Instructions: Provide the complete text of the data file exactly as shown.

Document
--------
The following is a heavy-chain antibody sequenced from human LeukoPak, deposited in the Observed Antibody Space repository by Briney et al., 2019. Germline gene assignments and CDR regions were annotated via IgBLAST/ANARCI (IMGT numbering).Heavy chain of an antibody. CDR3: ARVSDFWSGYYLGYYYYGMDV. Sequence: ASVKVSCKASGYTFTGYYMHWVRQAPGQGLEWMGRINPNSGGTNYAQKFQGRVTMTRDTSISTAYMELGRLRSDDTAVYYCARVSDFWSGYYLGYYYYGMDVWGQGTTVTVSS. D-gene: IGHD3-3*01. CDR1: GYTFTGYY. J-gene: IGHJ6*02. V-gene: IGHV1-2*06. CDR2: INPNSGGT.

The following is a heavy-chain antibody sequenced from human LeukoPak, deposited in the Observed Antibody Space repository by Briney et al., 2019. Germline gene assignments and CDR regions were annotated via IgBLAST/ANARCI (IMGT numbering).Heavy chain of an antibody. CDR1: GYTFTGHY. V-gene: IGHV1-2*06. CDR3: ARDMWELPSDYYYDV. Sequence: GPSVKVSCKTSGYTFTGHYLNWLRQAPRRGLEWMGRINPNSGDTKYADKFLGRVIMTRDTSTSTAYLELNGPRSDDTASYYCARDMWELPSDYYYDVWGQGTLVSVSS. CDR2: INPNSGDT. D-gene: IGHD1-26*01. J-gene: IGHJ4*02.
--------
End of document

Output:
The following is a heavy-chain antibody sequenced from human LeukoPak, deposited in the Observed Antibody Space repository by Briney et al., 2019. Germline gene assignments and CDR regions were annotated via IgBLAST/ANARCI (IMGT numbering).Heavy chain of an antibody. CDR3: ARVSDFWSGYYLGYYYYGMDV. Sequence: ASVKVSCKASGYTFTGYYMHWVRQAPGQGLEWMGRINPNSGGTNYAQKFQGRVTMTRDTSISTAYMELGRLRSDDTAVYYCARVSDFWSGYYLGYYYYGMDVWGQGTTVTVSS. D-gene: IGHD3-3*01. CDR1: GYTFTGYY. J-gene: IGHJ6*02. V-gene: IGHV1-2*06. CDR2: INPNSGGT.

The following is a heavy-chain antibody sequenced from human LeukoPak, deposited in the Observed Antibody Space repository by Briney et al., 2019. Germline gene assignments and CDR regions were annotated via IgBLAST/ANARCI (IMGT numbering).Heavy chain of an antibody. CDR1: GYTFTGHY. V-gene: IGHV1-2*06. CDR3: ARDMWELPSDYYYDV. Sequence: GPSVKVSCKTSGYTFTGHYLNWLRQAPRRGLEWMGRINPNSGDTKYADKFLGRVIMTRDTSTSTAYLELNGPRSDDTASYYCARDMWELPSDYYYDVWGQGTLVSVSS. CDR2: INPNSGDT. D-gene: IGHD1-26*01. J-gene: IGHJ4*02.